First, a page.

Pelvic Organ Prolapse


  • Abnormal descent/herniation of one or more of the pelvic organs as a result of failure of ligamentous and fascial supports, resulting in the protrusion of the organ beyond its normal anatomical confines
  • Can occur
    • Anteriorly (urethrocele, cystocele, cystourethrocele)
    • Middle/Apically (uterine, vaginal vault (post-hysterectomy), enterocele)
    • Posteriorly (rectocele)
  • Can also be classed by severity
    • Stage 0- no prolapse
    • Stage 1- more than 1cm above the hymen
    • Stage 2- within 1cm of the hymen
    • Stage 3- more than 1cm below the hymen but less than 2cm away from the introitus
    • Stage 4- protrusion out of the introitus
      • Alternatively
    • 1st degree- prolapse contained within the vagina
    • 2nd degree- prolapse through the introitus
    • 3rd degree- entire uterus outside the introitus
  • Common: mild prolapse can be found in up to 50% of parous women (many asymptomatic)

Risk factors

  • Multiparity and vaginal child birth
  • Age
  • High BMI
  • Others include family history, intrapartum complications e.g. macrosomia, prolonged labour, assisted labour; young pregnancy; constipation;


  • General sensation of pressure, fullness, heaviness (‘something coming down’)
    • Bulge/protrusion may be felt/seen
    • Difficulty with tampons
    • Spotting
  • It is important to ask about urinary symptoms e.g. frequency, incontinence, urgency, incomplete emptying; weak flow;
    • Rarely, some need to manually reduce the prolapse prior to urination.  More commonly, some women need to change positions to empty the bladder
  • Ask also about sexual difficulty including dyspareunia; loss of sensations
  • Ask about any bowel symptoms e.g. constipation, urgency, incontinence, incomplete evacuation/straining, change of position etc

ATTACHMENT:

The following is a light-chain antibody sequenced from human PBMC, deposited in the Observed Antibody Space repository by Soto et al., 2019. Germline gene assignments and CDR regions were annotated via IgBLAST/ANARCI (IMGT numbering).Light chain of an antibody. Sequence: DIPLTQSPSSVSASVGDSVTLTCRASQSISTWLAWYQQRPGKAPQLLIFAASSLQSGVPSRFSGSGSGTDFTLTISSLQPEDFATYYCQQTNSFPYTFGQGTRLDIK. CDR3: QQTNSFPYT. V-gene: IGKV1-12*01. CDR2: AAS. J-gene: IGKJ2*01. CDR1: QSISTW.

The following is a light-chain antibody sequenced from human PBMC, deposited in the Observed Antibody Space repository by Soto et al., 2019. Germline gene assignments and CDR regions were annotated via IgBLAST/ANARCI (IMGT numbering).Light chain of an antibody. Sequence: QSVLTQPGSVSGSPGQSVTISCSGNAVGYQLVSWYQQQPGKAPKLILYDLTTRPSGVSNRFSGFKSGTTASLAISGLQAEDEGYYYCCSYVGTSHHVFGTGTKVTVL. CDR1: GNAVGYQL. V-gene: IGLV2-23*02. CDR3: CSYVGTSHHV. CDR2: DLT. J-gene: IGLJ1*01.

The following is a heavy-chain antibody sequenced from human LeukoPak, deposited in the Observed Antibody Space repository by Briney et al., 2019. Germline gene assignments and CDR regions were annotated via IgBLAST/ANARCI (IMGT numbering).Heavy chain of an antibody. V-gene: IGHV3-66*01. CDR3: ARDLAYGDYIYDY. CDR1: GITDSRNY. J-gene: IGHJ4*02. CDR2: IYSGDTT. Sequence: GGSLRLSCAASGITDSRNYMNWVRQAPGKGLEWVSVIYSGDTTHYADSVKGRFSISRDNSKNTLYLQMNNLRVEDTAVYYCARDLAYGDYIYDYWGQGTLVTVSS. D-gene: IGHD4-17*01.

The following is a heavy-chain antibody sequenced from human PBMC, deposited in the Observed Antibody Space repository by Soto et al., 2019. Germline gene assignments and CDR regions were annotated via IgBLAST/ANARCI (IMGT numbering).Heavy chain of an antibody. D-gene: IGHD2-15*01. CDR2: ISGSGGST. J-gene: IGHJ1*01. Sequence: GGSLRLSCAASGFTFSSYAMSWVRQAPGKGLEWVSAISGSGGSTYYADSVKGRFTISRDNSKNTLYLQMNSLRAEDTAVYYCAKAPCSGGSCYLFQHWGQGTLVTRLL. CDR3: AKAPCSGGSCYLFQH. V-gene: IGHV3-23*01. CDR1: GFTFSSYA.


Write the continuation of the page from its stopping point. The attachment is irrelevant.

• On examination
    • Ideally examine standing and lying (flat and left lateral)
    • Use a Sims speculum (if available) to look at the walls of the vagina and/or a bivalve to look at the cervix/uterus
    • Ask the patient to strain/cough to exacerbate any findings
    • Ulceration may be seen on the prolapsing part


  • Usually a clinical diagnosis but some investigations may be warranted e.g.
    • in the case of urinary sx (e.g. urinalysis, residual volume scan, urodynamics etc)
    • bowel symptoms may warrant anal manometry/USS


  1. Watchful waiting, with observation for development of any new symptoms/complications
    1. for stage 1 or asymptomatic patients
  2. Conservative management
    1. Lifestyle
      1. e.g. weight loss, treat constipation, reduce heavy lifting
    2. Physiotherapy (pelvic floor)
      1. Useful for stage 1/2 symptomatic patients
    3. Local oestrogen creams may be trialled in conjunction with physiotherapy, particularly in post-menopausal women
  3. Pessaries
    1. Considered effective in most women if tolerated and suitably fitting
      1. (many different sizes/shapes)- ring pessary often very effective although accurate fitting is recommended
      2. Usually replaced every 3-6 months
  4. Surgery
    1. NB The evidence for classical prolapse surgeries e.g. tapes/colposuspension/fixation, is lacking and these are becoming less routine
    2. Only considered if there is failure of management with pessary; prolapse is symptomatic i.e. incontinence, difficulty with voiding/defecating etc; and where patient preference is a strong factor

Leave a Reply

Fill in your details below or click an icon to log in: Logo

You are commenting using your account. Log Out /  Change )

Facebook photo

You are commenting using your Facebook account. Log Out /  Change )

Connecting to %s

%d bloggers like this: